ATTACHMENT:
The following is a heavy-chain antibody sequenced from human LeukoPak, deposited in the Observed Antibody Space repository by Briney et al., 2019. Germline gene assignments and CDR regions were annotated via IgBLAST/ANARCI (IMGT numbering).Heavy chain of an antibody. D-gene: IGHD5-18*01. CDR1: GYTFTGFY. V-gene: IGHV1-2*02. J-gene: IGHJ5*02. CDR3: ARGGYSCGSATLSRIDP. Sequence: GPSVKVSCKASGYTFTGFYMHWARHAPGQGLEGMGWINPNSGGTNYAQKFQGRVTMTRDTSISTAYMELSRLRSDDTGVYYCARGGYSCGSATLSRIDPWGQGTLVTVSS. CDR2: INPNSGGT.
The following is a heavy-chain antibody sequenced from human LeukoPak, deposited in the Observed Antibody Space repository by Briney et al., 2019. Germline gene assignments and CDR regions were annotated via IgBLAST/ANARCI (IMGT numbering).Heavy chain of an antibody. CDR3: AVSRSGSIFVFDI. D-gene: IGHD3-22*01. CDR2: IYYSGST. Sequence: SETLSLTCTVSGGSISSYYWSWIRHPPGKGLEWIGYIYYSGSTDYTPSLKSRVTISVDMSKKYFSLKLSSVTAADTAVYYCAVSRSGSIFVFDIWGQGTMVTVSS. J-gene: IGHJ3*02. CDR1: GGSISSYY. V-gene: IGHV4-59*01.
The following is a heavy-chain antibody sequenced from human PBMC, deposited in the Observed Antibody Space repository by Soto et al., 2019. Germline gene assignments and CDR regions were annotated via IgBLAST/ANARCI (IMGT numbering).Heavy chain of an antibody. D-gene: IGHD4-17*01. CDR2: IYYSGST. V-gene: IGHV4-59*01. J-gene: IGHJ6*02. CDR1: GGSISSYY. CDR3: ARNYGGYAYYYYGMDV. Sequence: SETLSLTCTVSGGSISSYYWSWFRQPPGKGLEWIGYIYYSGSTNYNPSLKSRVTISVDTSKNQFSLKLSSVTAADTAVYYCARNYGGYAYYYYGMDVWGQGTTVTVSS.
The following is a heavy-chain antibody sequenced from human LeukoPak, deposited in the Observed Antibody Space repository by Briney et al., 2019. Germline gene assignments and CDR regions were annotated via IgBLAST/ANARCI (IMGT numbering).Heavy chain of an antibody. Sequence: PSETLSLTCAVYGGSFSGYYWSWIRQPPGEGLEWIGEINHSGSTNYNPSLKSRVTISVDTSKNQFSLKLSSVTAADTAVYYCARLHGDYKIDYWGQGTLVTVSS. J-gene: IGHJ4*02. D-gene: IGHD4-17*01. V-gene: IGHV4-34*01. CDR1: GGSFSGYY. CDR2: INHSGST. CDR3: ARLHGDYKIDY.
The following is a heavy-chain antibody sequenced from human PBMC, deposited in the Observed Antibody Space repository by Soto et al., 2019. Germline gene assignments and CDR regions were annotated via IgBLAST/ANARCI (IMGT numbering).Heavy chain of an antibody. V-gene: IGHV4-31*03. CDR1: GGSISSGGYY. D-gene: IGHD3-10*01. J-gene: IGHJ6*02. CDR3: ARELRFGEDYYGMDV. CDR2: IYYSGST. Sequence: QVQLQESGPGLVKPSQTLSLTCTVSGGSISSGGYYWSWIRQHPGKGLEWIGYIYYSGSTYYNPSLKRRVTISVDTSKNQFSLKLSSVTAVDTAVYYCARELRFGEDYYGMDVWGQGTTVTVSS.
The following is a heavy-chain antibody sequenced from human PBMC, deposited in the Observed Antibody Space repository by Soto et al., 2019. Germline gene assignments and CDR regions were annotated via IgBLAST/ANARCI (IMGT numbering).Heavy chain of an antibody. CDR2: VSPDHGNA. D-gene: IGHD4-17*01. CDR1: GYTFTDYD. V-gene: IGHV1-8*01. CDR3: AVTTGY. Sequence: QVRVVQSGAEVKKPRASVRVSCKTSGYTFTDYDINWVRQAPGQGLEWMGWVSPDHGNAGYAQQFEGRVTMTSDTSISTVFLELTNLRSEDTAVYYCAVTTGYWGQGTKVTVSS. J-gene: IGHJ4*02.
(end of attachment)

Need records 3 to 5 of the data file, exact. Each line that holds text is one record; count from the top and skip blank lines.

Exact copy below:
The following is a heavy-chain antibody sequenced from human PBMC, deposited in the Observed Antibody Space repository by Soto et al., 2019. Germline gene assignments and CDR regions were annotated via IgBLAST/ANARCI (IMGT numbering).Heavy chain of an antibody. D-gene: IGHD4-17*01. CDR2: IYYSGST. V-gene: IGHV4-59*01. J-gene: IGHJ6*02. CDR1: GGSISSYY. CDR3: ARNYGGYAYYYYGMDV. Sequence: SETLSLTCTVSGGSISSYYWSWFRQPPGKGLEWIGYIYYSGSTNYNPSLKSRVTISVDTSKNQFSLKLSSVTAADTAVYYCARNYGGYAYYYYGMDVWGQGTTVTVSS.
The following is a heavy-chain antibody sequenced from human LeukoPak, deposited in the Observed Antibody Space repository by Briney et al., 2019. Germline gene assignments and CDR regions were annotated via IgBLAST/ANARCI (IMGT numbering).Heavy chain of an antibody. Sequence: PSETLSLTCAVYGGSFSGYYWSWIRQPPGEGLEWIGEINHSGSTNYNPSLKSRVTISVDTSKNQFSLKLSSVTAADTAVYYCARLHGDYKIDYWGQGTLVTVSS. J-gene: IGHJ4*02. D-gene: IGHD4-17*01. V-gene: IGHV4-34*01. CDR1: GGSFSGYY. CDR2: INHSGST. CDR3: ARLHGDYKIDY.
The following is a heavy-chain antibody sequenced from human PBMC, deposited in the Observed Antibody Space repository by Soto et al., 2019. Germline gene assignments and CDR regions were annotated via IgBLAST/ANARCI (IMGT numbering).Heavy chain of an antibody. V-gene: IGHV4-31*03. CDR1: GGSISSGGYY. D-gene: IGHD3-10*01. J-gene: IGHJ6*02. CDR3: ARELRFGEDYYGMDV. CDR2: IYYSGST. Sequence: QVQLQESGPGLVKPSQTLSLTCTVSGGSISSGGYYWSWIRQHPGKGLEWIGYIYYSGSTYYNPSLKRRVTISVDTSKNQFSLKLSSVTAVDTAVYYCARELRFGEDYYGMDVWGQGTTVTVSS.